For the second time across the Easter weekend, Plymouth Argyle conceded three goals in a crucial game. After the defeat to Gillingham on Good Friday, Barnsley played the Greens off the Home Park pitch on Monday, walking away with a 3-0 victory. It could so easily have been more.

Argyle were torn apart in the opening half-hour against the Tykes. When Alex Mowatt’s well placed free kick found the top corner of Kyle Letheren’s net after 28 minutes, the visitors had already developed the three goal lead they would maintain until the final whistle. It invoked memories of a Barnsley visit to Home Park in 2009, when a Ryan Shotton goal put the Yorkshire side 4-1 up after half an hour. Luckily, a deluge spared Argyle’s blushes on that occasion. In the Easter Monday sun, however, an abandonment was never likely.

With Barnsley starting the game in second position, a defeat was to be expected. However, the manner of it left a lot to be desired.

Lineup pain

For the first time all season, Freddie Ladapo would not feature in a league game for Plymouth Argyle. The striker, 18 goals to his name this year, was completely left out of the matchday squad. Was he injured? Did he “rule himself out” of contention? The answer may well be different depending on who you ask.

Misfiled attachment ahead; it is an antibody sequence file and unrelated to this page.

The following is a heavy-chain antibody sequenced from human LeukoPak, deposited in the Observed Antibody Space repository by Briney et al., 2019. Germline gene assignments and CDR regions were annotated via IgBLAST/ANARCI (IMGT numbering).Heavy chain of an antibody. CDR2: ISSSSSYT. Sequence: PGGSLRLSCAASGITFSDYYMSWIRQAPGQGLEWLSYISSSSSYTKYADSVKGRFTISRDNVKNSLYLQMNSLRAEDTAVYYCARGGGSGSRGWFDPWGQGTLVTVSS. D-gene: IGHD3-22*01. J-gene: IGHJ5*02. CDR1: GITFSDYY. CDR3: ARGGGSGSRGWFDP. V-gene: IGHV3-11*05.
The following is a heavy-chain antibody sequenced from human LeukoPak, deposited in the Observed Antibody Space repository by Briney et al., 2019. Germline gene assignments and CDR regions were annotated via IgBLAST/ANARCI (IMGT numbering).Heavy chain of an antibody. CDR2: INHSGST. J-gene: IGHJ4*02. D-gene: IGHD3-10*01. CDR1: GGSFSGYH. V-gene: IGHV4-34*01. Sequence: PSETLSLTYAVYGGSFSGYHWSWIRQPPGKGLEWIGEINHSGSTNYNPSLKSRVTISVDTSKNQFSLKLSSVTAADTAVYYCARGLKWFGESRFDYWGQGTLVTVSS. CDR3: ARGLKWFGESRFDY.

Regardless, this left Argyle with a golden opportunity. We know Derek Adams has considered Ladapo to be undroppable this season – the aforementioned fact that he had featured in every league game this season (starting 41 and appearing twice as a substitute) is testament to this. In Friday’s 3-1 defeat at Gillingham, Argyle kept their hosts quiet in midfield but didn’t have an attacking platform created for them by their centre forward. However, with Ladapo seemingly the only enforced change from that game, Adams was effectively forced to play Ryan Taylor. Had that been the only change, Argyle’s best front six, so successful last season, would have lined up together for the first time all season.

However, rather than just slotting Taylor in, Adams made two further changes. The first was understandable as Oscar Threlkeld came back into the squad and straight into the first team in place of Ashley Smith-Brown. Smith-Brown struggled against Gillingham – he picked up a booking and ought to have done better with Gills’ first two goals, particularly the second. With Threlkeld presumably back to full fitness, it made sense to bring him into the side.

Had that been all, the lineup would certainly have been justifiable. However, Adams opted to make one more change. In midfield, a rare area of defensive strength for Argyle against Gillingham, Yann Songo’o came in for Jamie Ness. It facilitated a change of formation to 4-2-3-1. This was baffling for a number of reasons.